Another Mother’s Day has come and gone. Many well wishes were given to me celebrating my step-mothership (I know it’s not a real word) but I accepted them feeling empty. It hasn’t gotten easier being the “stranger” who married their father.
As of recently, the children’s mom appeared to be nicer to my husband in reference to me. But, in my eyes, the damage has been done. For the past 6 years, I (and my husband since he decided to move on with his life) have been treated as the enemy. The kids were undoubtedly told they were unloved by their father and I would never be their mother and need not be respected. How do I know this, you ask? The children’s awkward stares and questions tell us much. Although my husband suspected this to be the case, it has been manifesting itself little by little.
Soooo after much back and forth and their mom literally being a barrier between them, his son is now living with us. Primarily because her hand has been “bitten”. Hence why she is being nice. (Old people saying alert: “Don’t bite the hand that feeds you”). The son whom she spoiled, kept away from his father, gave extensive freedom to and stood in the way of fatherly wisdom and discipline now has a 16 year old mouth and an inappropriate amount of disrespect to use it. Like I said earlier, the damage was done. And now, she wants the father who loses sleep over not being able to see his kids to get involved. I wonder if other men would have said ” you created this, you deal with it!”. I’ve read countless stories of fathers who fought with their children’s mom so much, it just became easier to let go of their kids. My husband was ready and willing to bring his son to what he referred to as a “balanced home”. This showed me how much he loved his son despite everything and I knew that whatever was going on at his mom’s house was not happening with us.
I watched Jada Pinkett-Smith first episode of her show “Red Table Talk” on Facebook. I was amazed (and admittedly a little jealous) at the conversation she had with Tre’s mother. It played well to my current position except I had no table or conversation. There was no table or any platform for her and I. I remember a time when the children’s mom was yelling in the phone to my husband I should have kids of my own if I wanted to help with math and english assignments. They were 7 and 10 years old. Or when one of the kids would say their dad was home with them when I was the only adult present at the time. That was about 2 weeks ago. So, yeah, there were no conversations to be had. My husband took the role of Will Smith and was helping me find my place in the aftermath of their breakup. Although, I feel, it was a learning experience for him as well.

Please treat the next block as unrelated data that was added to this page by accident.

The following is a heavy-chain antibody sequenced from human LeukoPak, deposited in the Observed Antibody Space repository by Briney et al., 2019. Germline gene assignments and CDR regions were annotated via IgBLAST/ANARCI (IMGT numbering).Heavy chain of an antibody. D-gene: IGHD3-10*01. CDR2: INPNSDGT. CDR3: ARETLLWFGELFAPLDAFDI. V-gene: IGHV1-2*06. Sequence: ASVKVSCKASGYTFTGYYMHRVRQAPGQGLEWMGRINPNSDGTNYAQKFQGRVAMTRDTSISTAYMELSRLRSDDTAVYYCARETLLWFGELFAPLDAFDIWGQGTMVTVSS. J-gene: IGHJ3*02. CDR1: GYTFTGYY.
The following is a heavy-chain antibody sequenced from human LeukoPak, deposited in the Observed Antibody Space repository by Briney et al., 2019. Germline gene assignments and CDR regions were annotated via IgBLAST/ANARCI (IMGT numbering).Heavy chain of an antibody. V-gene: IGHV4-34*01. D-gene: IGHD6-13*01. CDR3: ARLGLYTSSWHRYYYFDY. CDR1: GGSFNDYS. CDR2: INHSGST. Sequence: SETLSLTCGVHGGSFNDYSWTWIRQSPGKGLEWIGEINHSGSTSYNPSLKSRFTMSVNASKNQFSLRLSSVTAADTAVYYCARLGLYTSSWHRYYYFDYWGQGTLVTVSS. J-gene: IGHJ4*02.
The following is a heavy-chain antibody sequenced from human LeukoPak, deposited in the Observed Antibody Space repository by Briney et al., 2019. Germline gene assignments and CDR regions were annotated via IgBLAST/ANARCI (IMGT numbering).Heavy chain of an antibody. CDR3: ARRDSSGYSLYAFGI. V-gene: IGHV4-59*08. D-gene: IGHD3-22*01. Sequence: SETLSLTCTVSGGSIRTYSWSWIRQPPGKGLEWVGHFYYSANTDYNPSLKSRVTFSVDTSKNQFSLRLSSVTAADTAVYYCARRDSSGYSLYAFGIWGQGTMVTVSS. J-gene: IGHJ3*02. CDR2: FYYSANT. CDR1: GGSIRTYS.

I saw in her show the importance of having all parties involved in raising children. Old people saying No. 2: “It takes a village to raise a child “. Children form their own ideas when their parents split: blaming themselves, identifying causative factors and finding ways to get parents back together a la “Parent Trap” style. Guiding children on the path to understanding requires everyone to be involved and committed to the well-being of the children. I look forward to learning more.
The children are now older, 14 and 16. I wonder if I really need to have a conversation with their mom. Is it really necessary at this point? (Mrs. Pinkett-Smith would LOVE your viewpoint on this!). Now that his son is with us, I’ve decided to have a seat at my figurative square table with its sharp pointy edges. Its definitely not as smooth as Mrs. Pinkett-Smith’s lovely red round table which speaks completeness and understanding. I divulge as much information and teaching about life as gently as I can on our platform. Thankfully, hubby and I are a united front.